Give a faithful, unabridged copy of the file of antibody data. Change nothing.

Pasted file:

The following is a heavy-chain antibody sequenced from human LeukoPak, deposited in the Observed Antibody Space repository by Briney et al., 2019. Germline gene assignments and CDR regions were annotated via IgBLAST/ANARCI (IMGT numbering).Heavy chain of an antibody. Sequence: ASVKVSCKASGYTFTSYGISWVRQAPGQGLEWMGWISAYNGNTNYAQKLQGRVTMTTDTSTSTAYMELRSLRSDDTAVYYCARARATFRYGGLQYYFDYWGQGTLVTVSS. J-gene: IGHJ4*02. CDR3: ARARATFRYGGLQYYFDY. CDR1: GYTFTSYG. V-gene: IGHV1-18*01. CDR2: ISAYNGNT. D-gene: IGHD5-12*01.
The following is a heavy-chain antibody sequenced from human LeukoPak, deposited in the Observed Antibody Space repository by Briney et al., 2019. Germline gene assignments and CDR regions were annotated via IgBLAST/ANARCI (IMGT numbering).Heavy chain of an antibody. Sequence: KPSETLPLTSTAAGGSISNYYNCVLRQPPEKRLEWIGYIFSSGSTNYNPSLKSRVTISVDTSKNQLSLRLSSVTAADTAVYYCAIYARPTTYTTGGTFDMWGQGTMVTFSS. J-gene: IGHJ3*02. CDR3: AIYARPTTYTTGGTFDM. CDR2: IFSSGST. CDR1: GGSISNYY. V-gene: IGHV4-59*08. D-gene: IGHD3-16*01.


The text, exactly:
The following is a heavy-chain antibody sequenced from human LeukoPak, deposited in the Observed Antibody Space repository by Briney et al., 2019. Germline gene assignments and CDR regions were annotated via IgBLAST/ANARCI (IMGT numbering).Heavy chain of an antibody. Sequence: ASVKVSCKASGYTFTSYGISWVRQAPGQGLEWMGWISAYNGNTNYAQKLQGRVTMTTDTSTSTAYMELRSLRSDDTAVYYCARARATFRYGGLQYYFDYWGQGTLVTVSS. J-gene: IGHJ4*02. CDR3: ARARATFRYGGLQYYFDY. CDR1: GYTFTSYG. V-gene: IGHV1-18*01. CDR2: ISAYNGNT. D-gene: IGHD5-12*01.
The following is a heavy-chain antibody sequenced from human LeukoPak, deposited in the Observed Antibody Space repository by Briney et al., 2019. Germline gene assignments and CDR regions were annotated via IgBLAST/ANARCI (IMGT numbering).Heavy chain of an antibody. Sequence: KPSETLPLTSTAAGGSISNYYNCVLRQPPEKRLEWIGYIFSSGSTNYNPSLKSRVTISVDTSKNQLSLRLSSVTAADTAVYYCAIYARPTTYTTGGTFDMWGQGTMVTFSS. J-gene: IGHJ3*02. CDR3: AIYARPTTYTTGGTFDM. CDR2: IFSSGST. CDR1: GGSISNYY. V-gene: IGHV4-59*08. D-gene: IGHD3-16*01.